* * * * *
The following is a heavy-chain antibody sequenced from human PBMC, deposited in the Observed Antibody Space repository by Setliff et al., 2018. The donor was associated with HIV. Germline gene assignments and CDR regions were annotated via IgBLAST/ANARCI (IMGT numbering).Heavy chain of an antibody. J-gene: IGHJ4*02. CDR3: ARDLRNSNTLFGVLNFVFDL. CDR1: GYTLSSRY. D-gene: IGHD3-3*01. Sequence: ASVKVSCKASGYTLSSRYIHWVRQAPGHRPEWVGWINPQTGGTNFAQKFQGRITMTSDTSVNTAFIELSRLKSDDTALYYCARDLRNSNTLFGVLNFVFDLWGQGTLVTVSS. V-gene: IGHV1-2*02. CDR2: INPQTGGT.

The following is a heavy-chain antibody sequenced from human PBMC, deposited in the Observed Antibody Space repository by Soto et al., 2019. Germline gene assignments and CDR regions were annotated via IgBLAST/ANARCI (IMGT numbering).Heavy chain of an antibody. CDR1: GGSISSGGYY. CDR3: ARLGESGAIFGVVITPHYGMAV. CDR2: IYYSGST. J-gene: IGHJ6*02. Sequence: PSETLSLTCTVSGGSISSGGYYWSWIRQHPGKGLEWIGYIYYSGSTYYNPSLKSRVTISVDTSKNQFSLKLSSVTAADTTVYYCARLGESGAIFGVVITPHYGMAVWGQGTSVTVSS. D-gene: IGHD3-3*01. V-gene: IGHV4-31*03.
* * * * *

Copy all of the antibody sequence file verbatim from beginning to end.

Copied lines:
The following is a heavy-chain antibody sequenced from human PBMC, deposited in the Observed Antibody Space repository by Setliff et al., 2018. The donor was associated with HIV. Germline gene assignments and CDR regions were annotated via IgBLAST/ANARCI (IMGT numbering).Heavy chain of an antibody. J-gene: IGHJ4*02. CDR3: ARDLRNSNTLFGVLNFVFDL. CDR1: GYTLSSRY. D-gene: IGHD3-3*01. Sequence: ASVKVSCKASGYTLSSRYIHWVRQAPGHRPEWVGWINPQTGGTNFAQKFQGRITMTSDTSVNTAFIELSRLKSDDTALYYCARDLRNSNTLFGVLNFVFDLWGQGTLVTVSS. V-gene: IGHV1-2*02. CDR2: INPQTGGT.

The following is a heavy-chain antibody sequenced from human PBMC, deposited in the Observed Antibody Space repository by Soto et al., 2019. Germline gene assignments and CDR regions were annotated via IgBLAST/ANARCI (IMGT numbering).Heavy chain of an antibody. CDR1: GGSISSGGYY. CDR3: ARLGESGAIFGVVITPHYGMAV. CDR2: IYYSGST. J-gene: IGHJ6*02. Sequence: PSETLSLTCTVSGGSISSGGYYWSWIRQHPGKGLEWIGYIYYSGSTYYNPSLKSRVTISVDTSKNQFSLKLSSVTAADTTVYYCARLGESGAIFGVVITPHYGMAVWGQGTSVTVSS. D-gene: IGHD3-3*01. V-gene: IGHV4-31*03.